Worried about the Internet’s future

Jeffrey L. Vagle (Penn): Cybersecurity and Moral Hazard. Why you should be very worried about the Internet’s future: Sean Illing interviews Alexander Klimburg, author of The Darkening Web: The War for Cyberspace. We rely on the internet during a crisis — so what if the next crisis threatens the Internet? The coming software apocalypse: A small group of programmers wants to change how we code — before catastrophe strikes. The crypto-keepers: Yasha Levine on how the politics-by-app hustle conquered

Paper Trail

The New York Times 100 notable books of the year list has been published. Time magazine and Publishers Weekly have also announced their picks for best books of 2017. The Los Angeles Times Guild (a unionizing effort at the paper) has published an op-ed saying that their parent company, Tronc, has plenty of money to


The Manson Family

Eric Banks[Editor's note: This article originally appeared in 2009.] The Manson Family has been plumbed and probed inside out and upside down—there’s Joan Didion’s The White Album, Jerzy Kosinski’s Blind Date

Daily Review

The Best Books of 2017

The old questions about literature’s necessity in dark times received a new hearing in 2017, and the affirmative case seemed, some feared, a bit harder to make. Who could settle in with a book while the president was probably starting a war on Twitter?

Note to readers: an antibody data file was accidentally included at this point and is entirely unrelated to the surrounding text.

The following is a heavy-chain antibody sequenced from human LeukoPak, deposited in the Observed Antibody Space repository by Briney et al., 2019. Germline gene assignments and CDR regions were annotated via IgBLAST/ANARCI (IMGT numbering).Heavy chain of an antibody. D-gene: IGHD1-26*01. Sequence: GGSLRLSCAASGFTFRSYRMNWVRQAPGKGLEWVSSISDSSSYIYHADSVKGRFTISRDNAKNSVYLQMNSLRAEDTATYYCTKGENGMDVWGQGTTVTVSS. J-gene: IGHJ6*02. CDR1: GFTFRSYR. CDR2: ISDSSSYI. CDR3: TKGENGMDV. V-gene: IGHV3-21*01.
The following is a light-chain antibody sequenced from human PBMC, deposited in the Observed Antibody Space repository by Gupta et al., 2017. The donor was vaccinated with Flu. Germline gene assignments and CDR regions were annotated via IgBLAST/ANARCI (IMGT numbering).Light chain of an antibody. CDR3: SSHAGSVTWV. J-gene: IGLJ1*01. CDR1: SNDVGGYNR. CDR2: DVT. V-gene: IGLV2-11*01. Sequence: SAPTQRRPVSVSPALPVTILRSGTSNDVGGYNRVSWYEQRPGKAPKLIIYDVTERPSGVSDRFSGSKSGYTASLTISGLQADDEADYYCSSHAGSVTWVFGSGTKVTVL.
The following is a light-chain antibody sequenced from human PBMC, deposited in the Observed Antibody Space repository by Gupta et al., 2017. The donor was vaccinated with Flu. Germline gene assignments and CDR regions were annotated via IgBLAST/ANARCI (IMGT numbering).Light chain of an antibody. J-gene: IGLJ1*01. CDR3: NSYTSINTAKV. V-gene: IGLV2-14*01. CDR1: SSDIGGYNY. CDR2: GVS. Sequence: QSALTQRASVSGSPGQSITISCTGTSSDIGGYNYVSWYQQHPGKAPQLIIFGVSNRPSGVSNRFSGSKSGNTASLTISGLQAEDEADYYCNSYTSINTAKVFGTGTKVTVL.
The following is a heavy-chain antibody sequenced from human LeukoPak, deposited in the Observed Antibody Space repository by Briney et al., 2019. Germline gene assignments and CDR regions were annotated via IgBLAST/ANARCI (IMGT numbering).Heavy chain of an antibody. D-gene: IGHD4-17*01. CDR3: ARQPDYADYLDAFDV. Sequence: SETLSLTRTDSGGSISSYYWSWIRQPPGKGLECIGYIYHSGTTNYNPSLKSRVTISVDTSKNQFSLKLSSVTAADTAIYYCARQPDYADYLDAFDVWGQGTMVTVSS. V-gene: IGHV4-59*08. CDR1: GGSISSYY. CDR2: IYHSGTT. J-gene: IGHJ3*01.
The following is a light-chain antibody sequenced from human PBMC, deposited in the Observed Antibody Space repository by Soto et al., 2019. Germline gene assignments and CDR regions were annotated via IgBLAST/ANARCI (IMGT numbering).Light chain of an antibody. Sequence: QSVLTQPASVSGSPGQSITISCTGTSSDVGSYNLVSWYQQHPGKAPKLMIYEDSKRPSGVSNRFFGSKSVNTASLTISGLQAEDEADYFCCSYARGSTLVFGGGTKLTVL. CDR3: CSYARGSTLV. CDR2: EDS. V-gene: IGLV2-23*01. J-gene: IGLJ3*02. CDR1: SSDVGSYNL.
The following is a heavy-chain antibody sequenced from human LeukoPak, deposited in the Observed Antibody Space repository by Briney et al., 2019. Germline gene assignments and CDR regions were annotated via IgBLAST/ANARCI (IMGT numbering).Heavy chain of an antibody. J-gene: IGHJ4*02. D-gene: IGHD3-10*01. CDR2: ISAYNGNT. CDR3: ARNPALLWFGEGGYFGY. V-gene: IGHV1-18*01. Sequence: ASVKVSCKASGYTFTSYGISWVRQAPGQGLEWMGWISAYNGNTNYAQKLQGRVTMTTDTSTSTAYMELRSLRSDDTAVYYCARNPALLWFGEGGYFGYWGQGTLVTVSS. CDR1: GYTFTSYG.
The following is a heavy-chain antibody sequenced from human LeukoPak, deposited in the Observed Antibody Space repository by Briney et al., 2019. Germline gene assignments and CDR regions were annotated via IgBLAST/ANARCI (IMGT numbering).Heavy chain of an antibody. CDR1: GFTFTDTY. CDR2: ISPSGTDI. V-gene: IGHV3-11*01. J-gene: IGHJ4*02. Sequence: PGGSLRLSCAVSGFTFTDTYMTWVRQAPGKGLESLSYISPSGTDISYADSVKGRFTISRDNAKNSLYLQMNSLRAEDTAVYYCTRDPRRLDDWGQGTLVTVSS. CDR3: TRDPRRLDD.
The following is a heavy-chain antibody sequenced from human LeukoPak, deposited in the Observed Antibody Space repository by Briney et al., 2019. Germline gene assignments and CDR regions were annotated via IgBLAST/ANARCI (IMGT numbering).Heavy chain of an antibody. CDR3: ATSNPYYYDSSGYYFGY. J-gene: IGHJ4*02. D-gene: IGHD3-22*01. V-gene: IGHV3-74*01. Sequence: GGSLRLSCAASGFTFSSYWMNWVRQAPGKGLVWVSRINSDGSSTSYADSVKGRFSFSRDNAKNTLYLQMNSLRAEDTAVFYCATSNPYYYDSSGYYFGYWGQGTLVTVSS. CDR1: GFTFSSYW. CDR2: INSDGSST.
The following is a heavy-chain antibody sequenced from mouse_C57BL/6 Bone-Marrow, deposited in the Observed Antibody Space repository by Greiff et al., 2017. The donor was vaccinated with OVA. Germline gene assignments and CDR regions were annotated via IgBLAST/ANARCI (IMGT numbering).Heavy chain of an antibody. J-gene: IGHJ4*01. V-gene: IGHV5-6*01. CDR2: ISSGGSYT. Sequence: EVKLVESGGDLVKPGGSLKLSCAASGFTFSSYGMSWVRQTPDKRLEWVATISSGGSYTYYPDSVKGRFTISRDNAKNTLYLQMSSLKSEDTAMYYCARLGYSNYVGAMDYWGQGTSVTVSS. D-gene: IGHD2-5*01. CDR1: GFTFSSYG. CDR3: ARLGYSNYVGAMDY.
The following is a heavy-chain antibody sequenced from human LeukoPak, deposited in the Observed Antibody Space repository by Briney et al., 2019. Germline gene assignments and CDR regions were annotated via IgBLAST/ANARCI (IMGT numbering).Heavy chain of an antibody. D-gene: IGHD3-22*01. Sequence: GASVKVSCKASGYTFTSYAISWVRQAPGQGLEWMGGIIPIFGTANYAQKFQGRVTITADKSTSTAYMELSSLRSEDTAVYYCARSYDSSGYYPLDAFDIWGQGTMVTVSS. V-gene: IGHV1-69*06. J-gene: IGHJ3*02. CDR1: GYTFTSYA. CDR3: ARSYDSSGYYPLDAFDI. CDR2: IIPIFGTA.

Tony Tulathimutte and Malcolm Harris

I met author Tony Tulathimutte at a reading in Manhattan where he asked the audience to vote on which section of his novel Private Citizens to read from: the one on writer’s workshops or the one on pornography. Porn won, and Tony delivered a complex, funny, and disturbing passage. Later, when I saw his blurb recommending Malcolm Harris’s new study, Kids These Days: Human Capital and the Making of Millennials, I read the book and was impressed by its sweeping socio-economic critique.


Bookforum: “False Starts”


A Broken Story: Jenny Erpenbeck's Refugee Novel

John Domini

Overseas, Jenny Erpenbeck’s latest novel has carried her to fresh levels of acclaim. She’s won not only the Thomas Mann Prize, in her native Germany, but also Italy’s Strega Europeo, something of a Booker for the Continent. Now the book is out in this country, under the title Go, Went, Gone, and though Erpenbeck’s four previous have won critical esteem—the New York Review of Books deemed her last novel “ferocious as well as virtuosic”—here,